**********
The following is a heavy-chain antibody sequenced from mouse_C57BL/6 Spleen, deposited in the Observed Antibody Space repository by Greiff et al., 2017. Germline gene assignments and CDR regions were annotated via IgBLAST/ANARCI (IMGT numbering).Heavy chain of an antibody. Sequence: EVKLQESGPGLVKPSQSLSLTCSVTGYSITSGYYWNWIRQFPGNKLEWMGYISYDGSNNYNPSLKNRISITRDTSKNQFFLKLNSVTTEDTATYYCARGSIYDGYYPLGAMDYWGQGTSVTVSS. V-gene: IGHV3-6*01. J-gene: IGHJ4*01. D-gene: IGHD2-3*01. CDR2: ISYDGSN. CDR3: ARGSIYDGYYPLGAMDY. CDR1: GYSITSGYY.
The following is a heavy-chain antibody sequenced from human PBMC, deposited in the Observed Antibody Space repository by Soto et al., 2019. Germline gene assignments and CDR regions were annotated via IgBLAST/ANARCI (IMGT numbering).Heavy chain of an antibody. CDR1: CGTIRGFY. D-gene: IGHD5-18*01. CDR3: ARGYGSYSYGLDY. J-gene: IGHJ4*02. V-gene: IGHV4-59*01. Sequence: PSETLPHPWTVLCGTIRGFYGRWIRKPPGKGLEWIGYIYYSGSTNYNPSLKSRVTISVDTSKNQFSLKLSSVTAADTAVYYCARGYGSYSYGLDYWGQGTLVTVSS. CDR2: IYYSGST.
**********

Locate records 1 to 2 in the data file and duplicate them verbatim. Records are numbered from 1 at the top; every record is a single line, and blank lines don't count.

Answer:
The following is a heavy-chain antibody sequenced from mouse_C57BL/6 Spleen, deposited in the Observed Antibody Space repository by Greiff et al., 2017. Germline gene assignments and CDR regions were annotated via IgBLAST/ANARCI (IMGT numbering).Heavy chain of an antibody. Sequence: EVKLQESGPGLVKPSQSLSLTCSVTGYSITSGYYWNWIRQFPGNKLEWMGYISYDGSNNYNPSLKNRISITRDTSKNQFFLKLNSVTTEDTATYYCARGSIYDGYYPLGAMDYWGQGTSVTVSS. V-gene: IGHV3-6*01. J-gene: IGHJ4*01. D-gene: IGHD2-3*01. CDR2: ISYDGSN. CDR3: ARGSIYDGYYPLGAMDY. CDR1: GYSITSGYY.
The following is a heavy-chain antibody sequenced from human PBMC, deposited in the Observed Antibody Space repository by Soto et al., 2019. Germline gene assignments and CDR regions were annotated via IgBLAST/ANARCI (IMGT numbering).Heavy chain of an antibody. CDR1: CGTIRGFY. D-gene: IGHD5-18*01. CDR3: ARGYGSYSYGLDY. J-gene: IGHJ4*02. V-gene: IGHV4-59*01. Sequence: PSETLPHPWTVLCGTIRGFYGRWIRKPPGKGLEWIGYIYYSGSTNYNPSLKSRVTISVDTSKNQFSLKLSSVTAADTAVYYCARGYGSYSYGLDYWGQGTLVTVSS. CDR2: IYYSGST.